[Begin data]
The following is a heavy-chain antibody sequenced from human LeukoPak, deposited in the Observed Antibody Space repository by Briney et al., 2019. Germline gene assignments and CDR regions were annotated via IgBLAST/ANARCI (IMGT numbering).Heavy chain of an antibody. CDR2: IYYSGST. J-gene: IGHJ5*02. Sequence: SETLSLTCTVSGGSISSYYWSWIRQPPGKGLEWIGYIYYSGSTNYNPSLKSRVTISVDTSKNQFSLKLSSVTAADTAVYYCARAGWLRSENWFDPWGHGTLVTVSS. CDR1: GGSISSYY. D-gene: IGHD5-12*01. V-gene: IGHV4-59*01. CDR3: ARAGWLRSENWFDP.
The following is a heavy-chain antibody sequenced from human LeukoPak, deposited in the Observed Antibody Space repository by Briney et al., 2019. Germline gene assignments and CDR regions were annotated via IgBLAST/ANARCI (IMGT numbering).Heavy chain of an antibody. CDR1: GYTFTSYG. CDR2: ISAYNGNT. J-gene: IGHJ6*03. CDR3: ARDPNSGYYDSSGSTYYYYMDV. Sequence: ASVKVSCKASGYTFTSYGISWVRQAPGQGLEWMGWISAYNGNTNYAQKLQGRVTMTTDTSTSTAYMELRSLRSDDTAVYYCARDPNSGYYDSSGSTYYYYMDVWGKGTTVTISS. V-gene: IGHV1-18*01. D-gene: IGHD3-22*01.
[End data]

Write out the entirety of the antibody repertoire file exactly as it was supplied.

The following is a heavy-chain antibody sequenced from human LeukoPak, deposited in the Observed Antibody Space repository by Briney et al., 2019. Germline gene assignments and CDR regions were annotated via IgBLAST/ANARCI (IMGT numbering).Heavy chain of an antibody. CDR2: IYYSGST. J-gene: IGHJ5*02. Sequence: SETLSLTCTVSGGSISSYYWSWIRQPPGKGLEWIGYIYYSGSTNYNPSLKSRVTISVDTSKNQFSLKLSSVTAADTAVYYCARAGWLRSENWFDPWGHGTLVTVSS. CDR1: GGSISSYY. D-gene: IGHD5-12*01. V-gene: IGHV4-59*01. CDR3: ARAGWLRSENWFDP.
The following is a heavy-chain antibody sequenced from human LeukoPak, deposited in the Observed Antibody Space repository by Briney et al., 2019. Germline gene assignments and CDR regions were annotated via IgBLAST/ANARCI (IMGT numbering).Heavy chain of an antibody. CDR1: GYTFTSYG. CDR2: ISAYNGNT. J-gene: IGHJ6*03. CDR3: ARDPNSGYYDSSGSTYYYYMDV. Sequence: ASVKVSCKASGYTFTSYGISWVRQAPGQGLEWMGWISAYNGNTNYAQKLQGRVTMTTDTSTSTAYMELRSLRSDDTAVYYCARDPNSGYYDSSGSTYYYYMDVWGKGTTVTISS. V-gene: IGHV1-18*01. D-gene: IGHD3-22*01.